The second-worst Premier League start of all time can’t get Vincent Kompany the sack from Burnley. Would defeat to the Blades?
As the Premier League season approaches the festive period, it’s astonishing that no manager has yet lost his job, particularly when there were 14 dug-out changes last season; six permanent managers had gone by the end of November.
Of those under the spotlight, is anyone riding their luck right now more than Burnley boss Vincent Kompany?
Saturday saw the latest defeat for the Clarets as they conspired to throw away a 1-0 lead against West Ham in the final five minutes, losing their seventh straight game at Turf Moor.
The two late goals conceded made it 32 goals against – second only to Sheffield United’s 34, and there’s just been 10 at the other end, the lowest in the Premier League this season.
All of this has seen them accrue just four points from their opening 13 games, which is the second lowest total at this point since 1992/93 and the dawn of the Premier League. Only Sheffield United (2020/21) were worse with one point, and that unsurprisingly led to their relegation.
It’s all a far cry from May when Burnley were celebrating the Championship title and an instant return to the top flight, all while undergoing an apparent culture and playing style reboot under Kompany, who had arrived from Anderlecht after relegation with questions about his experience and suitability to the role.
Twelve months later and after earning promotion at a canter – with a Championship-record seven games remaining – it all seemed rosy with Burnley ready to make their mark in the Premier League again, this time with a more sophisticated and stylish approach when compared to their previous iterations under Sean Dyche, Owen Coyle and others.
Instead, it has been an unmitigated disaster with Kompany and his players not appearing anywhere near the level required for survival, which is not being helped by their approach.
It’s all well and good playing a more fluid style when you’re in the Championship, have a batch of players who have just come from the Premier League and a bigger transfer and wage budget than almost any other side, but in the top flight, Burnley are back to being a small fish in the biggest of ponds, and could and should have adapted.
It has got increasingly hard for sides to come up from the Championship and consolidate their top-flight status, such is the financial gap amongst other factors. Brighton and Brentford are the only clubs in recent years to become part of the so-called established order, and the Bees are only in their third season since promotion in 2021.
While both club’s models are widely praised and they’re probably pound-for-pound the best performing sides in the league, neither came into the league playing the exact same way they had in the lower division.
Brentford were compact, tough to break down and had quality in attack with Ivan Toney and later Christian Eriksen, while it took several years of battling before Brighton became the side we have seen in the last two-three years under Roberto De Zerbi and previously Graham Potter.
Consolidation is the name of the game, and so far, Burnley look as if they are set to yo-yo once more, with the possibility of becoming the next Norwich. The parachute payments and riches of Premier League life can be beneficial for another instant return, but it is also risky if you do not climb straight back up again.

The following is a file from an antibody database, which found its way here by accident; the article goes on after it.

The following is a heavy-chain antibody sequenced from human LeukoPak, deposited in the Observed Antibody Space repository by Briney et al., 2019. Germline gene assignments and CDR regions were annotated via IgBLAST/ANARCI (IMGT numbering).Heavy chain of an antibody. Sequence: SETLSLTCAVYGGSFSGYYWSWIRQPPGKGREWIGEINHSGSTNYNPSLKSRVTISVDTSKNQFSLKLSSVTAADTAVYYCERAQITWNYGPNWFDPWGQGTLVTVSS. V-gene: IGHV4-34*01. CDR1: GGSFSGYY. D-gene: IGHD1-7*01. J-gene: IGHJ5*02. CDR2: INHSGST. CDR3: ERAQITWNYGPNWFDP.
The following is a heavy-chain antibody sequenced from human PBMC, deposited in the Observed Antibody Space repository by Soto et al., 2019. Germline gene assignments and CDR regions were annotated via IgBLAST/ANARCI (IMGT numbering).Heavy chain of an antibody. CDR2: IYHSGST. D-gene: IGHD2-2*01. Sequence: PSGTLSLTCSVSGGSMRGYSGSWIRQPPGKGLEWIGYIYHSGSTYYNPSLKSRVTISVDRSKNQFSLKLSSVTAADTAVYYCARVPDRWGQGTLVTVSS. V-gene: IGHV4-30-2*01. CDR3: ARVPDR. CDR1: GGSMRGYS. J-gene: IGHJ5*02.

Norwich accepted this fate and never really ‘went for it’ upon promotion, never overspending or stretching themselves too much. The same cannot be said for Burnley, with Kompany being significantly backed in the summer.
The Clarets’ net spend of £92.1m gazumped the meagre £20m and £6.8m from fellow promoted sides Luton and Sheffield United. Burnley also took one of the Blades’ best players in Sander Berge, and yet still sit behind them in the table.
There have been other issues, of course. Last season’s top scorer Nathan Tella, on loan from Southampton, did not permanently join, instead signing for Xabi Alonso’s now-Bundesliga topping Bayer Leverkusen, while Michael Obafemi has only just returned from a hamstring injury.
Top scorer Lyle Foster has stepped away from the team due to a mental health issue. It must be stated that the club and Kompany have handled that situation extremely well. There are more important things than football, after all.
With so much going on and with his side rooted to the bottom of the table, one might think that Kompany might be feeling the heat, but he is as cool as he was while playing for Manchester City, even bizarrely claiming that he thought the step up would have been harder. You do you, Vincent.
There appears to be no true appetite to sack him from those above him, which probably plays into his relaxed nature. Are Burnley happy to trust the process and follow through with a proper reset of the club or is the fact Kompany is a Pep Guardiola disciple of sorts playing into their thinking?
Whatever it is, the club are approaching the point of no return, with upcoming fixtures likely to decide whether they have a realistic shot of survival in the new year.
This Saturday’s home game against Sheffield United is the definition of a ‘relegation six-pointer’ and one that the Clarets just have to win. It really is that simple.
Before Christmas, they have Everton at home, who have been dragged right back into the mire with their 10-point deduction. That the Toffees are managed by Dyche and have several former Clarets players only adds to the drama.
By the time Christmas rolls around, Burnley simply have to be within striking distance of that precious 17th position, or they can start preparing for life in the Championship once again. To add to the current sense of gloom and doom, only West Brom (2004/05) have stayed up after being bottom on December 25.
Will it be the gift of home win or two in the next few weeks or coal and a probable p45 for Kompany?